Where did my ancestors come from? What can my genes tell me about lurking health dangers? Is this child really mine?
Curiosity drives these questions, and some can be answered by sending a cheek swab away in the mail.
But others are curious about the complex, highly personal information about you coded in your DNA: drug companies, insurers, sometimes police.
And once you put your cheek swab in the mail, you risk permanently losing control over a complete copy of your genetic data, linked to your real identity.
“I think you have to assume that you’re going to lose control over that information,” warns Ann Cavoukian, a former Ontario privacy commissioner who runs the Privacy and Big Data Institute at Ryerson University.
“Assuming that this information could be in the hands of many individuals, over which you have no control, are you comfortable with that? It will extend beyond just ancestry information — your full genetic code is there through that test, so perhaps other information can be gleaned, over which you have no control in terms of who has access to it.”
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Whatever the privacy policies of any given company may say, you have no way of knowing whether they’re being adhered to or what may happen to your sample as companies are bought and sold in the future, explains Trinity College Dublin legal scholar Andelka Phillips
“It is a commercial service,” she says. “It’s not really the same as entering into an academic research project, where the argument for altruism is much stronger. Sequenced genetic data has value to the companies.”
“It’s not necessarily in our interests to have companies in control of that much data without any oversight.”
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Kate Black is chief privacy officer of 23andMe, a genetic testing company that gives customers information about their health and ancestry. She points to the company’s safeguards of customers’ genetic information. But at the end of the day, she acknowledges, it’s a trust relationship:
“It’s up to each individual to decide whether participating in our service is something that they’re comfortable doing, and is the right fit for them or not.”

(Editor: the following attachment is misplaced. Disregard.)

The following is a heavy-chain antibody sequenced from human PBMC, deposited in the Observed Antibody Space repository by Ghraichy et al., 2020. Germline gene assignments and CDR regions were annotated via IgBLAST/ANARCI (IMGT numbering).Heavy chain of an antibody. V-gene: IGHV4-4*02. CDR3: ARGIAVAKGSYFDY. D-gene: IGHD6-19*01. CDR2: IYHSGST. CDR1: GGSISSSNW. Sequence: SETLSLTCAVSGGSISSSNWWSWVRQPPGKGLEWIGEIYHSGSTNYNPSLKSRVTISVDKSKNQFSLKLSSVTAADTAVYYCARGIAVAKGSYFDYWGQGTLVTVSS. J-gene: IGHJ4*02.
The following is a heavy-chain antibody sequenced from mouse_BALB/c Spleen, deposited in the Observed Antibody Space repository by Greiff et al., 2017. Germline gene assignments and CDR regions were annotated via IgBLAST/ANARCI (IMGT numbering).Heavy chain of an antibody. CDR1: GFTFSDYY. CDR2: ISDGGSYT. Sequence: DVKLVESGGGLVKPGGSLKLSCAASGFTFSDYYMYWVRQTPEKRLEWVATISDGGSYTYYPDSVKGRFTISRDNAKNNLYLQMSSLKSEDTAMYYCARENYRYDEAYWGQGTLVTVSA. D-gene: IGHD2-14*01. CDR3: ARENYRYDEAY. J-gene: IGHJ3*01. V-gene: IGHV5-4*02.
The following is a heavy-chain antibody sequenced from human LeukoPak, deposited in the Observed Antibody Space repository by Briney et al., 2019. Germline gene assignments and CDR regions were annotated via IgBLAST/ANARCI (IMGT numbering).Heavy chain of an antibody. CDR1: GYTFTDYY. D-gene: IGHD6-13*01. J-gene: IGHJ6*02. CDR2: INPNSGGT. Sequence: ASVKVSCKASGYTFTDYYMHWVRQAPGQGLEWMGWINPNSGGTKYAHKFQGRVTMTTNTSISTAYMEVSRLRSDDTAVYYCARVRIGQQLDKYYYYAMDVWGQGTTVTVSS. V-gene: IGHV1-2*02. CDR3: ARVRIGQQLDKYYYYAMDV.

Closing a 23andMe account doesn’t necessarily mean the company’s copy of your genetic data will disappear:
“We allow customers to close their accounts. It’s a bit complicated by our regulatory compliance for laboratories in the United States, which requires that raw information be held for a minimum of 10 years. The information will be de-identified, but will continue to be stored for that set amount of time.”
DNA is crammed with information.
Your genetic data can show your odds of getting diseases, like the BRCA1 genetic mutation that can mean a much higher risk of breast and ovarian cancer. Some diseases, like Huntington’s disease, are genetic, and susceptibility can be read from someone’s genetic information. With the science of genetics in its infancy, it’s impossible to know what can be told about you from your DNA in the future.
“With genetic data, it is very concrete, in terms of a road map to your physical conditions,” Cavoukian says.
“You’re going to be stripped naked if someone has access to this information, in terms of what they know about you. That’s what disturbs me.”
The possible uses of someone’s DNA are quickly expanding. Dutch scientists recently predicted the shape of a reporter’s face, fairly accurately, based on nothing but a DNA sample, for example.
Unlike a compromised bank password, which can be changed, a privacy breach involving your DNA is irreversible, Phillips says.
Police have shown interest in the vast stores of DNA held by private companies.
Last year, police in Idaho Falls, Idaho investigating a murder obtained a warrant for the DNA of a murder suspect’s father from ancestry.com, a popular genetic history site. (In an interesting twist, the DNA actually exonerated him.)
Paternity tests raise further questions about children’s genetic privacy, Phillips points out.
“We are very clear that users own and control their data,” ancestry.com spokesperson Patrick Erlich wrote in an e-mail. “They can download it, ask us to delete it and destroy the sample, and can revoke their opt-in consent to participate in research projects at any time.”
“As disclosed in our policies, DNA samples are stored without personally identifying information at either a testing laboratory or other storage facility and may be kept by us unless or until circumstances require us to destroy the sample, or it is no longer suitable for testing purposes. ”
So what should an individual do? Like any other decision about digital privacy, the answer really comes down to your own comfort level, and how you perceive the trade-off between some information now and a potential privacy breach in the future.
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